SEP 17, 2019 3:57 PM PDT

Release of Genetically-Modified Mosquitoes Doesn't Go As Planned

WRITTEN BY: Carmen Leitch

Mosquitoes can carry dangerous diseases like malaria that could lead to serious health consequences or even death, especially in underdeveloped countries. The strategy for preventing these diseases is usually to try to control the mosquito population. That’s already been done for many years with insecticides, but they are becoming less effective, even as new mosquito-borne diseases like Zika emerge.

Image credit: Pxhere

In a new approach, researchers at the company Oxitec created a genetically modified mosquito that was modified with a conditional dominant lethal mutation - most offspring that inherited the engineered gene were supposed die before they matured to adulthood, and were intended not to breed. The scientists also included a fluorescent protein to mark mosquitoes that carried the modified gene.

An independent team of scientists has now released a study in Scientific Reports asserting that some progeny of the genetically-modified mosquitoes survived and bred after all. Wild mosquitoes have been found that are carrying small pieces of the genetically-engineered mosquito genome.

Related: A Genetically-engineered Mosquito to Combat Malaria

The new hybrid mosquitoes that are flying around out there are not any more dangerous than wild mosquitoes, all researchers agreed, Science reported.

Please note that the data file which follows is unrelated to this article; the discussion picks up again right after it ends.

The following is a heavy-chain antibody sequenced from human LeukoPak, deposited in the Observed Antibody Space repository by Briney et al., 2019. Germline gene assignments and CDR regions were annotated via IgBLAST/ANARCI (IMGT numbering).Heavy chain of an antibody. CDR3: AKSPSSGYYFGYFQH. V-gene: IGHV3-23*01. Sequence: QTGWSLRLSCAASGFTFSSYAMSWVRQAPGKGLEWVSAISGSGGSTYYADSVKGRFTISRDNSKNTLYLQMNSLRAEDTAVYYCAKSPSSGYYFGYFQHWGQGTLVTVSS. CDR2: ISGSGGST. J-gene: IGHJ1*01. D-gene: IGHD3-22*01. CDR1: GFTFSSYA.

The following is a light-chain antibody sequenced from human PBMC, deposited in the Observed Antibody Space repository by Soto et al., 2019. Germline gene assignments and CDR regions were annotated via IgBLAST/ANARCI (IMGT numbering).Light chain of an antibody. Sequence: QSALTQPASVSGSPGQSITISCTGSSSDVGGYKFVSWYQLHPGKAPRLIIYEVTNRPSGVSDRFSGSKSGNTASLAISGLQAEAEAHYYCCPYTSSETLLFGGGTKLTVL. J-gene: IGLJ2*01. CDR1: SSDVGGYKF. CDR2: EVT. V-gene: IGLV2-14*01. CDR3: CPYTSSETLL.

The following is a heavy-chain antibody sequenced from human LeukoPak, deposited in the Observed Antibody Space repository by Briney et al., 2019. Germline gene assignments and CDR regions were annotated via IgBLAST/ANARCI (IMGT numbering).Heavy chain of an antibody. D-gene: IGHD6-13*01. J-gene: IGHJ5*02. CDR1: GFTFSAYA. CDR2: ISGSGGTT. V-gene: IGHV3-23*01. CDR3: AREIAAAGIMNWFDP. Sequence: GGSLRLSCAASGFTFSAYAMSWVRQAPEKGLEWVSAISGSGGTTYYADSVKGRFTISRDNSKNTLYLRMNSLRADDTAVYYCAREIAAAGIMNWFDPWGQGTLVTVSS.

“The important thing is something unanticipated happened,” said population geneticist Jeffrey Powell of Yale University, who was a co-author of the Scientific Report study. “When people develop transgenic lines or anything to release, almost all of their information comes from laboratory studies. … Things don’t always work out the way you expect.”

The study, which is open access, noted that significant portions of the transgenic mosquito genome had integrated into wild mosquitoes in some cases; ten to sixty percent of the wild mosquitoes carried some portions of the genome. The wild mosquitoes were found to carry up to about thirteen percent of the genetically engineered genome.

The company stressed, however, that the transgenes which cause lethality and generate a fluorescent protein were not found among wild mosquitoes; it was 'background' portions of the mosquito genome used in the generation of the modified mosquito, a mix of Cuban and Mexican mosquitoes.

The paper also suggested that the hybrid mosquitoes that have now been created are likely to be “more robust,” a conclusion which has been drawing criticism. It also seems to have inspired some dramatic headlines about hybrid mosquitoes that are dangerous. Nature has added an editor’s note to the paper to alert readers of the controversy, and they will be releasing a commentary.

The mosquito-control strategy does seem to be effective, even while the release of the mosquitoes has gotten out of hand. Oxitec announced that local mosquito populations had declined by as much as 96 percent. The video above describes the original goal of the plan.

Sources: Science, Scientific Reports

About the Author
Bachelor's (BA/BS/Other)
Experienced research scientist and technical expert with authorships on over 30 peer-reviewed publications, traveler to over 70 countries, published photographer and internationally-exhibited painter, volunteer trained in disaster-response, CPR and DV counseling.
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